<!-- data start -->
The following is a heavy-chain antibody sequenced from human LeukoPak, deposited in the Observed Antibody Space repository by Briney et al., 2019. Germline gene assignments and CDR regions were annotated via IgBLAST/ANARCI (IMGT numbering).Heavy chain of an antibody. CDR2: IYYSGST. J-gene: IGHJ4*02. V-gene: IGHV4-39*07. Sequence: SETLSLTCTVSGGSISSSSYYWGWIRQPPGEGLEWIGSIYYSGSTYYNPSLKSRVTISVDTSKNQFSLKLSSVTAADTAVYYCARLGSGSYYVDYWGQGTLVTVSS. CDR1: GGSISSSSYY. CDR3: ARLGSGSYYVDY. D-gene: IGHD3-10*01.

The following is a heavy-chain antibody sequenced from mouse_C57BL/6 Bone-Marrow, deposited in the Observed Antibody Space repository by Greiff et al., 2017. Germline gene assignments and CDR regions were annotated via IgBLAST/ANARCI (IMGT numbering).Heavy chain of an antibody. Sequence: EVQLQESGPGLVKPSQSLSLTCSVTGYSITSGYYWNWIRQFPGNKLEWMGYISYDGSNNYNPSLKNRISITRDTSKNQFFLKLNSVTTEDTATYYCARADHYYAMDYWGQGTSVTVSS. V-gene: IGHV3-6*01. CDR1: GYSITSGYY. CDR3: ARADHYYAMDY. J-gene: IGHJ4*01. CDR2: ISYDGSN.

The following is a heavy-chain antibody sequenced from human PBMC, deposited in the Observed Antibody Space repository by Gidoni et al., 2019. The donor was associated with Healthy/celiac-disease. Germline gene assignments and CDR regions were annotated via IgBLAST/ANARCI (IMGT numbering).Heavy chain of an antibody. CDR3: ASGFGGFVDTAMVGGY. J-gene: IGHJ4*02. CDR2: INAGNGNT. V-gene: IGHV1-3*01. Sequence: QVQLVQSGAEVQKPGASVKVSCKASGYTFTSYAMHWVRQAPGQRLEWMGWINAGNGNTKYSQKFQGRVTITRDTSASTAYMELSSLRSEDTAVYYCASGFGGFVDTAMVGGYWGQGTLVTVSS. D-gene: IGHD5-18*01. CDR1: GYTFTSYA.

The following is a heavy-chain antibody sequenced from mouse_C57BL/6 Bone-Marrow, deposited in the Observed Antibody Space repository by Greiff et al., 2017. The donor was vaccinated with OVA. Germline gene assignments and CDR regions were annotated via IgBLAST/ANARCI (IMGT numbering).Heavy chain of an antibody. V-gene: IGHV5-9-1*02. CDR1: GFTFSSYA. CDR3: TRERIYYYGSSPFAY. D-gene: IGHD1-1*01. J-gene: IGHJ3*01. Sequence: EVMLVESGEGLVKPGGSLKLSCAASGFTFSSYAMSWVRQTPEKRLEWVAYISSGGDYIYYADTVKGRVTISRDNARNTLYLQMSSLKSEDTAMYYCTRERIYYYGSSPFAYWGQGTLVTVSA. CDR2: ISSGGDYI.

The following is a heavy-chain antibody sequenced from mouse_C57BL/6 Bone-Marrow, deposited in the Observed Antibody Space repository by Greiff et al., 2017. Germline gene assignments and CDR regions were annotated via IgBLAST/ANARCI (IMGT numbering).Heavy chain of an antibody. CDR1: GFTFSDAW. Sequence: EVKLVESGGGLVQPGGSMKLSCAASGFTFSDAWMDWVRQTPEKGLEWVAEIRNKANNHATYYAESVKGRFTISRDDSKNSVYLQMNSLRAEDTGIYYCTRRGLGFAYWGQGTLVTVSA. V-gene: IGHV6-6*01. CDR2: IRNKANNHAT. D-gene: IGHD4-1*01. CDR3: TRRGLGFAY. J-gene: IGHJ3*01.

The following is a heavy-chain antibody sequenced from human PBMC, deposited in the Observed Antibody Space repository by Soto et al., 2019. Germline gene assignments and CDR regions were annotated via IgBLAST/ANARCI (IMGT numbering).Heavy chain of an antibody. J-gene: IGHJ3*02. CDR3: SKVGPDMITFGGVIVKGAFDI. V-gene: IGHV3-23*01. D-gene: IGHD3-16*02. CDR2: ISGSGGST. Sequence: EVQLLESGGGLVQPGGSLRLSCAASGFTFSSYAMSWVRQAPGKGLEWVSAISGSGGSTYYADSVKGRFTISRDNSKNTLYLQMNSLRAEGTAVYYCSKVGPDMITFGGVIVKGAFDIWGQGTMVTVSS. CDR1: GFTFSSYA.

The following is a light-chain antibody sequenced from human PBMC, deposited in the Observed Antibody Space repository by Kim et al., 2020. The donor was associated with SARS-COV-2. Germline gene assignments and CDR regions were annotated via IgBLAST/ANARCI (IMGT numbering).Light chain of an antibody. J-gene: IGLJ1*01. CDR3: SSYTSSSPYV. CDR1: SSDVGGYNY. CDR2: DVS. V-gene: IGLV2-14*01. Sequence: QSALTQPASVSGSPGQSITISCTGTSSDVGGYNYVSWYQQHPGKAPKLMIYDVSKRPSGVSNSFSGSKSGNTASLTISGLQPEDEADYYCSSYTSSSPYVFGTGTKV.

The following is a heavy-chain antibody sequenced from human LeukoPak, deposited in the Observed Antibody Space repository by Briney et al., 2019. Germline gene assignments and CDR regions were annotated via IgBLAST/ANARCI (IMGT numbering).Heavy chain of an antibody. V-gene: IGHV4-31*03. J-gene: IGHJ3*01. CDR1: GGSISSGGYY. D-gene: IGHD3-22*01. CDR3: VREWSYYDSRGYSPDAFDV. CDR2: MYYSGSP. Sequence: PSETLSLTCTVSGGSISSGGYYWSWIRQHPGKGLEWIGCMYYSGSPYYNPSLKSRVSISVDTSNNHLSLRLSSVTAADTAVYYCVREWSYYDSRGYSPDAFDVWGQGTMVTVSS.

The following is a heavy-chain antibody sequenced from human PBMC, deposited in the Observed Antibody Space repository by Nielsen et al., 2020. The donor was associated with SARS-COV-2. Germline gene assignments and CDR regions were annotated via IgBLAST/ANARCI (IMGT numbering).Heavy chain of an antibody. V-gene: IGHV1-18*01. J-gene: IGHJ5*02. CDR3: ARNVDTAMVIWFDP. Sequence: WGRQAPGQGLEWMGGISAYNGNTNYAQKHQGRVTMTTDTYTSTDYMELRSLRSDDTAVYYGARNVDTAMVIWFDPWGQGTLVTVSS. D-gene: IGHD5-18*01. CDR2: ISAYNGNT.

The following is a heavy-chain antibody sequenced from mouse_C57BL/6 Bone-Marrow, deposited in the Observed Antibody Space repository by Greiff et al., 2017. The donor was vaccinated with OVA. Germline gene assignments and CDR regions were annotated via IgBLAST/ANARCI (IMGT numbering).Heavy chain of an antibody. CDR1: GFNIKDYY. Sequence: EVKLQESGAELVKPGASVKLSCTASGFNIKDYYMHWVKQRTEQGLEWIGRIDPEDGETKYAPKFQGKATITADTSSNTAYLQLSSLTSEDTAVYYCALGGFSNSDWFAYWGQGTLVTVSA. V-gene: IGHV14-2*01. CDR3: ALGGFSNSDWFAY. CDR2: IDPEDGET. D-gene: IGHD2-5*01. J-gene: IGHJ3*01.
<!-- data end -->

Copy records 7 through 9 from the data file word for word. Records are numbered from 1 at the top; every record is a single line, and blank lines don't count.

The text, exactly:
The following is a light-chain antibody sequenced from human PBMC, deposited in the Observed Antibody Space repository by Kim et al., 2020. The donor was associated with SARS-COV-2. Germline gene assignments and CDR regions were annotated via IgBLAST/ANARCI (IMGT numbering).Light chain of an antibody. J-gene: IGLJ1*01. CDR3: SSYTSSSPYV. CDR1: SSDVGGYNY. CDR2: DVS. V-gene: IGLV2-14*01. Sequence: QSALTQPASVSGSPGQSITISCTGTSSDVGGYNYVSWYQQHPGKAPKLMIYDVSKRPSGVSNSFSGSKSGNTASLTISGLQPEDEADYYCSSYTSSSPYVFGTGTKV.

The following is a heavy-chain antibody sequenced from human LeukoPak, deposited in the Observed Antibody Space repository by Briney et al., 2019. Germline gene assignments and CDR regions were annotated via IgBLAST/ANARCI (IMGT numbering).Heavy chain of an antibody. V-gene: IGHV4-31*03. J-gene: IGHJ3*01. CDR1: GGSISSGGYY. D-gene: IGHD3-22*01. CDR3: VREWSYYDSRGYSPDAFDV. CDR2: MYYSGSP. Sequence: PSETLSLTCTVSGGSISSGGYYWSWIRQHPGKGLEWIGCMYYSGSPYYNPSLKSRVSISVDTSNNHLSLRLSSVTAADTAVYYCVREWSYYDSRGYSPDAFDVWGQGTMVTVSS.

The following is a heavy-chain antibody sequenced from human PBMC, deposited in the Observed Antibody Space repository by Nielsen et al., 2020. The donor was associated with SARS-COV-2. Germline gene assignments and CDR regions were annotated via IgBLAST/ANARCI (IMGT numbering).Heavy chain of an antibody. V-gene: IGHV1-18*01. J-gene: IGHJ5*02. CDR3: ARNVDTAMVIWFDP. Sequence: WGRQAPGQGLEWMGGISAYNGNTNYAQKHQGRVTMTTDTYTSTDYMELRSLRSDDTAVYYGARNVDTAMVIWFDPWGQGTLVTVSS. D-gene: IGHD5-18*01. CDR2: ISAYNGNT.